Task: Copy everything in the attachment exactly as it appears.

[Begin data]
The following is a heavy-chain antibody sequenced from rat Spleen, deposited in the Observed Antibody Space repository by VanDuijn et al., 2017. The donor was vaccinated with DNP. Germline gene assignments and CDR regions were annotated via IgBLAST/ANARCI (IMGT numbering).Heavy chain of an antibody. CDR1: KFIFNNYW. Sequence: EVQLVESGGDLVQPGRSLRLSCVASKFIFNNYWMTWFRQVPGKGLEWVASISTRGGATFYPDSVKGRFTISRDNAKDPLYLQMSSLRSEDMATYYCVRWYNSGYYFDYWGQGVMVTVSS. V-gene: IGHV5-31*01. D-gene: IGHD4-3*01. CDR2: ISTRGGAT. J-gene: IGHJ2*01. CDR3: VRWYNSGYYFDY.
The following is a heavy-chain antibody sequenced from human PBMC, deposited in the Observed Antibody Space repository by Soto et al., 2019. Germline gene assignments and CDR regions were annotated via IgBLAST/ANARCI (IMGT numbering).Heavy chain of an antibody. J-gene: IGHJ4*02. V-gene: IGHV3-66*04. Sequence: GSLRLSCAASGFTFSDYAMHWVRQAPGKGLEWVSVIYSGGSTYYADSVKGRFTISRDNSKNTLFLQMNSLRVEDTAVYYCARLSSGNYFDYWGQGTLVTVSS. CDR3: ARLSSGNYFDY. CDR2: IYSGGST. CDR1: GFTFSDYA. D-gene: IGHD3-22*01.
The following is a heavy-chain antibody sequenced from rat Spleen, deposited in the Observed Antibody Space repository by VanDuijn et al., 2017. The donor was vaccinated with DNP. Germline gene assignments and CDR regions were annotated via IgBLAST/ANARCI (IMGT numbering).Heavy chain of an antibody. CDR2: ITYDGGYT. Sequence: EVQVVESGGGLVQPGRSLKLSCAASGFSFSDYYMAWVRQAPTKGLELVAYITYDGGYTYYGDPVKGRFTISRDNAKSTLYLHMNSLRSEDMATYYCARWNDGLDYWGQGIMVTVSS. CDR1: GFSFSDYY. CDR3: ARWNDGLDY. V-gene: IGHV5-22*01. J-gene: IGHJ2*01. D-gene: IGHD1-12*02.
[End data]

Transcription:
The following is a heavy-chain antibody sequenced from rat Spleen, deposited in the Observed Antibody Space repository by VanDuijn et al., 2017. The donor was vaccinated with DNP. Germline gene assignments and CDR regions were annotated via IgBLAST/ANARCI (IMGT numbering).Heavy chain of an antibody. CDR1: KFIFNNYW. Sequence: EVQLVESGGDLVQPGRSLRLSCVASKFIFNNYWMTWFRQVPGKGLEWVASISTRGGATFYPDSVKGRFTISRDNAKDPLYLQMSSLRSEDMATYYCVRWYNSGYYFDYWGQGVMVTVSS. V-gene: IGHV5-31*01. D-gene: IGHD4-3*01. CDR2: ISTRGGAT. J-gene: IGHJ2*01. CDR3: VRWYNSGYYFDY.
The following is a heavy-chain antibody sequenced from human PBMC, deposited in the Observed Antibody Space repository by Soto et al., 2019. Germline gene assignments and CDR regions were annotated via IgBLAST/ANARCI (IMGT numbering).Heavy chain of an antibody. J-gene: IGHJ4*02. V-gene: IGHV3-66*04. Sequence: GSLRLSCAASGFTFSDYAMHWVRQAPGKGLEWVSVIYSGGSTYYADSVKGRFTISRDNSKNTLFLQMNSLRVEDTAVYYCARLSSGNYFDYWGQGTLVTVSS. CDR3: ARLSSGNYFDY. CDR2: IYSGGST. CDR1: GFTFSDYA. D-gene: IGHD3-22*01.
The following is a heavy-chain antibody sequenced from rat Spleen, deposited in the Observed Antibody Space repository by VanDuijn et al., 2017. The donor was vaccinated with DNP. Germline gene assignments and CDR regions were annotated via IgBLAST/ANARCI (IMGT numbering).Heavy chain of an antibody. CDR2: ITYDGGYT. Sequence: EVQVVESGGGLVQPGRSLKLSCAASGFSFSDYYMAWVRQAPTKGLELVAYITYDGGYTYYGDPVKGRFTISRDNAKSTLYLHMNSLRSEDMATYYCARWNDGLDYWGQGIMVTVSS. CDR1: GFSFSDYY. CDR3: ARWNDGLDY. V-gene: IGHV5-22*01. J-gene: IGHJ2*01. D-gene: IGHD1-12*02.